After researching what had been sent to him and other cases, Unger ended up writing another book, What Demons can do to Saints, where he changed his opinion to one where he stated Christians can be demonized given certain conditions.

This is a strongly debated issue with some aghast at the thought that a demon can trouble a believer, while others, like Chuck Swindoll, in his little book entitled Demonism, state: “For a number of years I questioned this, but I am now convinced it can occur…I have personally worked with troubled, anguished Christians for many years. On a few occasions, I have assisted in the painful process of relieving them of demons.”

My opinion is that there are enough warnings in Scripture aimed at Christians about the devil to make me believe we aren’t immune to enemy attacks.

The analogy I use to warn believers of demonic assault is that of a dangerous dog, which lives within the boundaries of an electric/invisible fence. If you stay outside the dog’s domain, he can’t get to you. But cross that border into his sphere, then it’s game on, and the primary blame for whatever happens falls on you.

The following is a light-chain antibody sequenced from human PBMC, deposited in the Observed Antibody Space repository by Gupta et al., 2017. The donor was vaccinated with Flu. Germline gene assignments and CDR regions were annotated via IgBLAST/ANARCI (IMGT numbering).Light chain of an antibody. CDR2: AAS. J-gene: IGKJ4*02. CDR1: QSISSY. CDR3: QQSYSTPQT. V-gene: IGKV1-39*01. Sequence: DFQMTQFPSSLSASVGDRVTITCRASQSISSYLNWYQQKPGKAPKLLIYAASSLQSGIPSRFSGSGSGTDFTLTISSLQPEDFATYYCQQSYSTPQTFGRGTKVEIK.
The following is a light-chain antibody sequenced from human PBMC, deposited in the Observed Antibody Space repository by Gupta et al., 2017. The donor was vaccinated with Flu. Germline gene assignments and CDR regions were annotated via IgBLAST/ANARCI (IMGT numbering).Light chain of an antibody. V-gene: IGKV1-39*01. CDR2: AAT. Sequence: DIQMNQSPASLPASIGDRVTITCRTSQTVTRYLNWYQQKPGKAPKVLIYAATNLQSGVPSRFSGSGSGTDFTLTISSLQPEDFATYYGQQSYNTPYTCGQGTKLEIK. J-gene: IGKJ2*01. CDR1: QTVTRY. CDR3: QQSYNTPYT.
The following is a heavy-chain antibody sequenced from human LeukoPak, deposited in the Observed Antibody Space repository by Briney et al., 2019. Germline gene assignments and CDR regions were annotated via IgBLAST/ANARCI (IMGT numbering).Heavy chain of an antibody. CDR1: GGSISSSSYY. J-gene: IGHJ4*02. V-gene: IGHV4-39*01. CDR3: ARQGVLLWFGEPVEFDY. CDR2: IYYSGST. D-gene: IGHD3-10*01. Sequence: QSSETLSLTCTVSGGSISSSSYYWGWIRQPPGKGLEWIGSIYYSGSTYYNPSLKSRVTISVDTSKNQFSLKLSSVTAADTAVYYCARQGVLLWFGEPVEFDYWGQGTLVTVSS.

Real spiritual warfare is the exact opposite of the ghost hunter shows on the cable networks that attract many (hopefully not you). Ghosts aren’t real; the enemy and his army are. Do yourself a favor and don’t cross the line – via repetitive sin or occult interest – into his territory, give him a foothold (Eph. 4:27), and make yourself a meal for him.

[1] An enormous amount of mental illness exists in society, especially today, and some confuse mental instability with a spiritual problem like demonization. This is why most Christians who assist such people insist that they first seek help from a medical professional.  

Robin Schumacher is an accomplished software executive and Christian apologist who has written many articles, authored and contributed to several Christian books, appeared on nationally syndicated radio programs, and presented at apologetic events. He holds a BS in Business, Master's in Christian apologetics and a Ph.D. in New Testament. His latest book is, A Confident Faith: Winning people to Christ with the apologetics of the Apostle Paul.